POLYPORUS OFFICINALIS

Last modified on January 12th, 2019

POLYPORUS OFFICINALIS signs and symptoms from the Characteristic Materia Medica by William Burt of the homeopathic medicine POLYPORUS OFFICINALIS

SPHERE OF ACTION

Acts upon that portion of the cerebro-spinal nervous system that presides over the functions of the liver and chylopoetic organs . The solid constituents of the bile are increased, and the fluid portion diminished. The hepatic cells do not perform their function, that of eliminating the excrementitious substances of the blood; consequently we have Jaundice, with all the various symptoms that accompany it, with congestion, either acute or chronic; and if pressed far enough, it will produce inflammation of the liver, with enlargement and other lesions of that organ; affects the whole intestinal canal and the urinary organs.

GRAND CHARACTERISTICS.

 

The functions of the solar plexus are so influenced as to produce regular periodical fever; type, quotidian or tertian; better in quotidians.

Sporadic and endemic, (not epidemic) intermittents, in the spring, summer, or winter.

During apyrexia the patient is far from being well; has headache, bitter taste in the mouth;

tongue coated white or yellow; loss of appetite, and more or less pains in the abdominal viscera, especially the liver.

Head feels light and hollow, with deep frontal headache and faintness.

Chill alternates with the fever, several times a day.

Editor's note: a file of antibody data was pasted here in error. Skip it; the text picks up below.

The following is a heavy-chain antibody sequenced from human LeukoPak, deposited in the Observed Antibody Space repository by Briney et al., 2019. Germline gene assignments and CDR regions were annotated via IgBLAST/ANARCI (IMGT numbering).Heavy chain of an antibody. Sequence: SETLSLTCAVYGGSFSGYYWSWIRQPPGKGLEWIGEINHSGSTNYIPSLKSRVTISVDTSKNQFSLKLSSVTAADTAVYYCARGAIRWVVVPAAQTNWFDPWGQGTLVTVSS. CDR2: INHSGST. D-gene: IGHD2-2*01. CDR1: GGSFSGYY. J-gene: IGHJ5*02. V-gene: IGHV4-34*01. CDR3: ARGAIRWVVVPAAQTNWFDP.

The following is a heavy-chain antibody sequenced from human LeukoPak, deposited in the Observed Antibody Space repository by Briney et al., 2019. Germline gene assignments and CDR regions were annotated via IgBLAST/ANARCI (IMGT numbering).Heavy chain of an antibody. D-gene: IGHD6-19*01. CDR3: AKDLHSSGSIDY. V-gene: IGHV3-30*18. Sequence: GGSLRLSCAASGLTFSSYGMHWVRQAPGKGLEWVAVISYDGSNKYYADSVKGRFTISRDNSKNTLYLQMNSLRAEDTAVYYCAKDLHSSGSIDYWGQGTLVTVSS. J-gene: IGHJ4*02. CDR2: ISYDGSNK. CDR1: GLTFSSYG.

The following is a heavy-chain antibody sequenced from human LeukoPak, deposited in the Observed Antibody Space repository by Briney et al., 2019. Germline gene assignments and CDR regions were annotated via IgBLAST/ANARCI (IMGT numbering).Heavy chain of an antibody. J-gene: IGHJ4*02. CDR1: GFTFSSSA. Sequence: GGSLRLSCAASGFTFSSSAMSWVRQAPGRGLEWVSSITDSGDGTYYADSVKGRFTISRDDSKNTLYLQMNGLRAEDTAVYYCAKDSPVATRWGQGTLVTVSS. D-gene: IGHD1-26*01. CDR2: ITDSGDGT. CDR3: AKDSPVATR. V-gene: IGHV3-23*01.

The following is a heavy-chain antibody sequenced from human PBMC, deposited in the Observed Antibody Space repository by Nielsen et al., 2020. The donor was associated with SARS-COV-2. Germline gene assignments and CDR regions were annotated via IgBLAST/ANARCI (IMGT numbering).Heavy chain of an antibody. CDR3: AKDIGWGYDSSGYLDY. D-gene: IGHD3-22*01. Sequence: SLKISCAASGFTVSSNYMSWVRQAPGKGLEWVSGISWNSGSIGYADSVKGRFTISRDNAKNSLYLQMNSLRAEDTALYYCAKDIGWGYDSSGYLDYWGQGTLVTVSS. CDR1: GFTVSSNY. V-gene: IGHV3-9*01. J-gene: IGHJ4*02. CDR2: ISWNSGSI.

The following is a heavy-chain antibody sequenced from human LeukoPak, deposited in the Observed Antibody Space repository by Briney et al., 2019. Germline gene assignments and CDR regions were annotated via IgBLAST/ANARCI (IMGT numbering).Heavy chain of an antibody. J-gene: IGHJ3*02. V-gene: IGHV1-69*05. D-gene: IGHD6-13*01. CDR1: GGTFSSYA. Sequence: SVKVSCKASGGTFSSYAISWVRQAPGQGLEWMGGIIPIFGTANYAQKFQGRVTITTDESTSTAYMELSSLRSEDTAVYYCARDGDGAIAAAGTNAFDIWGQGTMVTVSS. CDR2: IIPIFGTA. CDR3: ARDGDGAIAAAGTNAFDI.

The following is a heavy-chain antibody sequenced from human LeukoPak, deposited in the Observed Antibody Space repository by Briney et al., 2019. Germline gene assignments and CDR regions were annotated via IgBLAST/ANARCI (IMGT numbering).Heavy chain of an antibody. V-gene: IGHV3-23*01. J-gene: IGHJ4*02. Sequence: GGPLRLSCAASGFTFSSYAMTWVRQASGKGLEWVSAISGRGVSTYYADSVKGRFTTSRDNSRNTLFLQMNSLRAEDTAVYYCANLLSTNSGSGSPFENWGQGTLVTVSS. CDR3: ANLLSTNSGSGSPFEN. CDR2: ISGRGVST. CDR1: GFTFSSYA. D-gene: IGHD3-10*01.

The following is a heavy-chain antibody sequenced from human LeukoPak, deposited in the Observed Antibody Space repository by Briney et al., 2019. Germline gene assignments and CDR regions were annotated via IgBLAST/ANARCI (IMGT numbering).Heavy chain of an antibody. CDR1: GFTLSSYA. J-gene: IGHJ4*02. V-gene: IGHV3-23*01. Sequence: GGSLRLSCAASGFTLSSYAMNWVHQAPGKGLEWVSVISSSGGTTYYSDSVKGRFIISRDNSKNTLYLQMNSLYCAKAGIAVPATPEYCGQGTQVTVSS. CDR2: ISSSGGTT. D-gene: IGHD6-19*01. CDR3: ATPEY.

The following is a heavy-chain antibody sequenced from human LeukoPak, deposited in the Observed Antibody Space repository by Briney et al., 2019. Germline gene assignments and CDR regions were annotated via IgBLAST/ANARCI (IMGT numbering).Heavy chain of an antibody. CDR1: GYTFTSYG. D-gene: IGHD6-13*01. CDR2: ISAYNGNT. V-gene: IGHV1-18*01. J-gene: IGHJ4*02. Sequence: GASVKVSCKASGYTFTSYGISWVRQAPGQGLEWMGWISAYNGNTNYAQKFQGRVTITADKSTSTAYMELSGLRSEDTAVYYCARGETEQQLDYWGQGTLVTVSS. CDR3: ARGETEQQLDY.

Not much thirst.

Intermissions very short; almost continued fever.

More or less organic lesions of the liver and abdominal viscera, with yellow and sallow, jaundiced condition of the skin.

Chill, light and short; fever long, and followed by slight perspiration.

Great languor, with severe aching pains in the large joints, and bones of the back and legs.

Great aching distress in all the large joints.

Periodical headache, and facial neuralgia.

Sick headache, from organic lesions of the liver.

Hectic chills and fever in consumption.

Digestive Organs.–Perfect loss of appetite, pale and anaemic.

Ravenous appetite.

Lienteria; stools undigested.

Loose papescent stools without pain.

Stools of pure mucus, or mucus, blood and bile, with great faintness and distress in the solar plexus, after stool from portal congestion.

Intermittent diarrhoea, or dysentery.

Nausea, and sometimes vomiting.

Urine thick and high-colored, or red and scanty.

Bilious temperaments.

The effects of the Polyporus Pinicola are so similar, that it is useless to write it up separately.

About the author

William Burt

William H. Burt, MD
(1836-1897)

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